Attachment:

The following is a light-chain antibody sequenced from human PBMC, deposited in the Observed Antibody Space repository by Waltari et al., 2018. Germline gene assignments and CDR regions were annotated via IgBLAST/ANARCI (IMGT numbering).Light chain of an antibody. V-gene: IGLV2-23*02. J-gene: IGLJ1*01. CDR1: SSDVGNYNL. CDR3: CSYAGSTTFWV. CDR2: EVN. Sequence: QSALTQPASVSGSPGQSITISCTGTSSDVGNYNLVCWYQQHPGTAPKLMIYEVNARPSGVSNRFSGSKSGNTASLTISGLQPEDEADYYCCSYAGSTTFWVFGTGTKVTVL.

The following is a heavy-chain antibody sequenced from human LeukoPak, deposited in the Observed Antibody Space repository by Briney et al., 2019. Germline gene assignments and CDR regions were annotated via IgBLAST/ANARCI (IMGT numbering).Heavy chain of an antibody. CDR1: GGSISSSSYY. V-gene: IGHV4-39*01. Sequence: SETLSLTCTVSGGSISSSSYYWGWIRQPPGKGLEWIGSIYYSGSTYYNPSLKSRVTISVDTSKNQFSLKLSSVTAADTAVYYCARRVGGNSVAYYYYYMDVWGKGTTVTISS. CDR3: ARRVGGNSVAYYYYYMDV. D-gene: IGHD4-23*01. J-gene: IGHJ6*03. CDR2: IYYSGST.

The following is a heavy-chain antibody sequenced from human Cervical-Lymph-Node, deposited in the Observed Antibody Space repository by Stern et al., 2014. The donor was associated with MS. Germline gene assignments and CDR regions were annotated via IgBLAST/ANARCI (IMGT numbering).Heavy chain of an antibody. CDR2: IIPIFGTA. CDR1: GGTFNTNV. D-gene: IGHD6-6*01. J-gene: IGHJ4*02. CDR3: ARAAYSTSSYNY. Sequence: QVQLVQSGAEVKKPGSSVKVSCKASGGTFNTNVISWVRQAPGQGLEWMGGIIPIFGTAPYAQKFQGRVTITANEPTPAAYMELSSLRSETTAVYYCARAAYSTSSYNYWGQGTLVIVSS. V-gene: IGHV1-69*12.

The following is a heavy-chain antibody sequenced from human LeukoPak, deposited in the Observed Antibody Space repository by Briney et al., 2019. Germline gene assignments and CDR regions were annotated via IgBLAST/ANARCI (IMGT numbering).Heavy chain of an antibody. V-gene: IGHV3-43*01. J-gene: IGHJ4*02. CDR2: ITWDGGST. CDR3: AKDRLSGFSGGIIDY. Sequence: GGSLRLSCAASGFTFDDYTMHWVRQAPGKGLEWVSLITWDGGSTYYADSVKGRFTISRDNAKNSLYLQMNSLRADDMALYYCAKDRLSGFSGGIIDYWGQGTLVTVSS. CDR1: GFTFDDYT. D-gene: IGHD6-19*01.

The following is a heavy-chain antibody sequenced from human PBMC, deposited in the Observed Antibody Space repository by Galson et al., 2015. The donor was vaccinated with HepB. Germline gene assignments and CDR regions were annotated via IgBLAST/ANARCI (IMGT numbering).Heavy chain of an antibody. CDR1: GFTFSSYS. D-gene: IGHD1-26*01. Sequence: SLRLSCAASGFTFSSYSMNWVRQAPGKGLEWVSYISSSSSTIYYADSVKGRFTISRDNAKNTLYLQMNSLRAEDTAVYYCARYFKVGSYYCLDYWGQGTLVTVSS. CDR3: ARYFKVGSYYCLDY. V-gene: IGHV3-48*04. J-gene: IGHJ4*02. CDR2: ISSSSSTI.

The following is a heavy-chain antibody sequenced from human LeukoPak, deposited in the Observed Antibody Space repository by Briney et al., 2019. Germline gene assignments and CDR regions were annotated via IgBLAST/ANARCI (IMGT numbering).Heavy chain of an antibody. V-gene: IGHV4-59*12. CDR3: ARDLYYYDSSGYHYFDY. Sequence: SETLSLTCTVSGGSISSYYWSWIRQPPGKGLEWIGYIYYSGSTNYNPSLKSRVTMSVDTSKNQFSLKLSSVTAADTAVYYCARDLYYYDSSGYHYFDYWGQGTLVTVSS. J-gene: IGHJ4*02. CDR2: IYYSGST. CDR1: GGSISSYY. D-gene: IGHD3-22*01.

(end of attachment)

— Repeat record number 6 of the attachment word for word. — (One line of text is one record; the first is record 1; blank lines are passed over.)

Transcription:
The following is a heavy-chain antibody sequenced from human LeukoPak, deposited in the Observed Antibody Space repository by Briney et al., 2019. Germline gene assignments and CDR regions were annotated via IgBLAST/ANARCI (IMGT numbering).Heavy chain of an antibody. V-gene: IGHV4-59*12. CDR3: ARDLYYYDSSGYHYFDY. Sequence: SETLSLTCTVSGGSISSYYWSWIRQPPGKGLEWIGYIYYSGSTNYNPSLKSRVTMSVDTSKNQFSLKLSSVTAADTAVYYCARDLYYYDSSGYHYFDYWGQGTLVTVSS. J-gene: IGHJ4*02. CDR2: IYYSGST. CDR1: GGSISSYY. D-gene: IGHD3-22*01.